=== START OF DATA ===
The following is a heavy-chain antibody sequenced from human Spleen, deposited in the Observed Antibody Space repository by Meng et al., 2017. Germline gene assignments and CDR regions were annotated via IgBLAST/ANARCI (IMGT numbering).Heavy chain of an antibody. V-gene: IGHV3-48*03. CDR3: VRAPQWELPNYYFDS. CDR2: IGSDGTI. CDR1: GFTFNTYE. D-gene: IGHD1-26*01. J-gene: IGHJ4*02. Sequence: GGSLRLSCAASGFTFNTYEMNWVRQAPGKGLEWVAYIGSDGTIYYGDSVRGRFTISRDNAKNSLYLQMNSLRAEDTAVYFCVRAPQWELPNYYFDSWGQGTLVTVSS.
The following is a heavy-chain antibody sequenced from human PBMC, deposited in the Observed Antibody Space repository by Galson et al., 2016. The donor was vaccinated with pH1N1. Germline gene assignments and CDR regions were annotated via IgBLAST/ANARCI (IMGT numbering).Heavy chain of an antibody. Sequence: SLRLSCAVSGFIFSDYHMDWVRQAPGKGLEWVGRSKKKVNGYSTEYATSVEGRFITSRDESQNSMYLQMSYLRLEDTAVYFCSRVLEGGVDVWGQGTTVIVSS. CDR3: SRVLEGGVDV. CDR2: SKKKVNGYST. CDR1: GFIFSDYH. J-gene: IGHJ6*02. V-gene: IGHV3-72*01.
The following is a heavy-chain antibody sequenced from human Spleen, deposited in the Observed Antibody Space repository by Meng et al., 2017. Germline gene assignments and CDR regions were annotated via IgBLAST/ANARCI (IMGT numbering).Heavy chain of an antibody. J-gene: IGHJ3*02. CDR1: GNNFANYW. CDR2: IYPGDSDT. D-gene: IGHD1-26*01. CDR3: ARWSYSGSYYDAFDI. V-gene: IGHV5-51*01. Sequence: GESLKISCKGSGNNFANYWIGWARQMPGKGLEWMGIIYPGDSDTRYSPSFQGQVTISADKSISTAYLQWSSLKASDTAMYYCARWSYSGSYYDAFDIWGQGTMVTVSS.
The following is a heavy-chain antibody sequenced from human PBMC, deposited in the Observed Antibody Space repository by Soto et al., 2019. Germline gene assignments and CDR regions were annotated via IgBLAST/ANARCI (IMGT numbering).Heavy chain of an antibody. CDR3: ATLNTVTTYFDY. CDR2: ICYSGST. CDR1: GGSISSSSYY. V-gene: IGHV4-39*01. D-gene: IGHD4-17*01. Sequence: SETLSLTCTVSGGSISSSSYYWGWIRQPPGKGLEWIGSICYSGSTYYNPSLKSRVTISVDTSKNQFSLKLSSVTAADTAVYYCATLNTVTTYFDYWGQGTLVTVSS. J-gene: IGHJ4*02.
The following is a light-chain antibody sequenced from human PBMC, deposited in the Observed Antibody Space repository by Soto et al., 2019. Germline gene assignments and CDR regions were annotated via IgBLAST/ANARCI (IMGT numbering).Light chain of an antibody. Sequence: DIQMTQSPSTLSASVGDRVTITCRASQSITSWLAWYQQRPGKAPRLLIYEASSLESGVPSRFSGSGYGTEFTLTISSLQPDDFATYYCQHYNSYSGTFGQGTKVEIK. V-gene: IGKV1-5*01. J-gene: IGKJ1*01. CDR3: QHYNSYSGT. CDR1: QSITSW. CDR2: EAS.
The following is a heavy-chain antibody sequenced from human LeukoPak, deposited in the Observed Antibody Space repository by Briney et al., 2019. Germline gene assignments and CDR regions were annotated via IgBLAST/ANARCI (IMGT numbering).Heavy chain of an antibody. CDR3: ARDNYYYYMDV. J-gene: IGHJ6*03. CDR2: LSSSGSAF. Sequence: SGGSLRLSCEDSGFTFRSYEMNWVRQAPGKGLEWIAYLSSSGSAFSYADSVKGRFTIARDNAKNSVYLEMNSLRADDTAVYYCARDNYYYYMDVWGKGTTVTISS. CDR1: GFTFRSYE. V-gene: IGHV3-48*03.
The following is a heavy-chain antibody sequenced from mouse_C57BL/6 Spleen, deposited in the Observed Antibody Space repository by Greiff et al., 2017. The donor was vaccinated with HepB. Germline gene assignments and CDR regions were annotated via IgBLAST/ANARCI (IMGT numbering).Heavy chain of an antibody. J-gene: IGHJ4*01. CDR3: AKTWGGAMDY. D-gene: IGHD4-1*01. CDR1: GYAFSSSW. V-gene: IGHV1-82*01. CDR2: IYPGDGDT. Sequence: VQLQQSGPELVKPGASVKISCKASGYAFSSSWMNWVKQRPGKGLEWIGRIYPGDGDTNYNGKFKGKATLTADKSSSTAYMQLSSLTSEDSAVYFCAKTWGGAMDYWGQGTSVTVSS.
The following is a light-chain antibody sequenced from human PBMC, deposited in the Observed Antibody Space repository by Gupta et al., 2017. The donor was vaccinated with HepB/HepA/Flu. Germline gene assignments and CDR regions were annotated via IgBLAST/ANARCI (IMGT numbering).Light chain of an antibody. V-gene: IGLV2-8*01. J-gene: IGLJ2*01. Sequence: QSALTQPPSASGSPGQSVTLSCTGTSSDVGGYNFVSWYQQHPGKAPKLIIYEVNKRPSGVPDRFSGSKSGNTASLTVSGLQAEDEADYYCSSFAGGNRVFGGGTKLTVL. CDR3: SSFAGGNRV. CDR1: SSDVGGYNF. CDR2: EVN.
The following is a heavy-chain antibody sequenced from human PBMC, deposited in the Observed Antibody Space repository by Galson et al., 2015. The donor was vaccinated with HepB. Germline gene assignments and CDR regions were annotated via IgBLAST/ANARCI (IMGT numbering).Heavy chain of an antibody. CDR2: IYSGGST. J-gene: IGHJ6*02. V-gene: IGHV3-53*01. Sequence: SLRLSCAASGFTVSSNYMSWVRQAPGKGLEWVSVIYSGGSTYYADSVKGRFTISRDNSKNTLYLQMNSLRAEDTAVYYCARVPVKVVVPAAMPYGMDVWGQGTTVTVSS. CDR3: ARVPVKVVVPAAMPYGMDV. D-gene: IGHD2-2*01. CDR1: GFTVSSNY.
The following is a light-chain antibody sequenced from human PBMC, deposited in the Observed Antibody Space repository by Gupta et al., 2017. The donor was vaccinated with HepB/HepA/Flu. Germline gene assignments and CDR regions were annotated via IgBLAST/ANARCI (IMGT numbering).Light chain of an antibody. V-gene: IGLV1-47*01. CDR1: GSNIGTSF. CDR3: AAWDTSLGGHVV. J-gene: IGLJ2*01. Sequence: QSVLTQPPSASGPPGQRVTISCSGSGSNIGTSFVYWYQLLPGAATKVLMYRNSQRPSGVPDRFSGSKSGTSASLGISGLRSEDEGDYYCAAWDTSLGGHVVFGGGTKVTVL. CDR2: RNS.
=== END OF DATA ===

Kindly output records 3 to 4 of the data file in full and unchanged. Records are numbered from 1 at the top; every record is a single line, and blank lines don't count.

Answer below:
The following is a heavy-chain antibody sequenced from human Spleen, deposited in the Observed Antibody Space repository by Meng et al., 2017. Germline gene assignments and CDR regions were annotated via IgBLAST/ANARCI (IMGT numbering).Heavy chain of an antibody. J-gene: IGHJ3*02. CDR1: GNNFANYW. CDR2: IYPGDSDT. D-gene: IGHD1-26*01. CDR3: ARWSYSGSYYDAFDI. V-gene: IGHV5-51*01. Sequence: GESLKISCKGSGNNFANYWIGWARQMPGKGLEWMGIIYPGDSDTRYSPSFQGQVTISADKSISTAYLQWSSLKASDTAMYYCARWSYSGSYYDAFDIWGQGTMVTVSS.
The following is a heavy-chain antibody sequenced from human PBMC, deposited in the Observed Antibody Space repository by Soto et al., 2019. Germline gene assignments and CDR regions were annotated via IgBLAST/ANARCI (IMGT numbering).Heavy chain of an antibody. CDR3: ATLNTVTTYFDY. CDR2: ICYSGST. CDR1: GGSISSSSYY. V-gene: IGHV4-39*01. D-gene: IGHD4-17*01. Sequence: SETLSLTCTVSGGSISSSSYYWGWIRQPPGKGLEWIGSICYSGSTYYNPSLKSRVTISVDTSKNQFSLKLSSVTAADTAVYYCATLNTVTTYFDYWGQGTLVTVSS. J-gene: IGHJ4*02.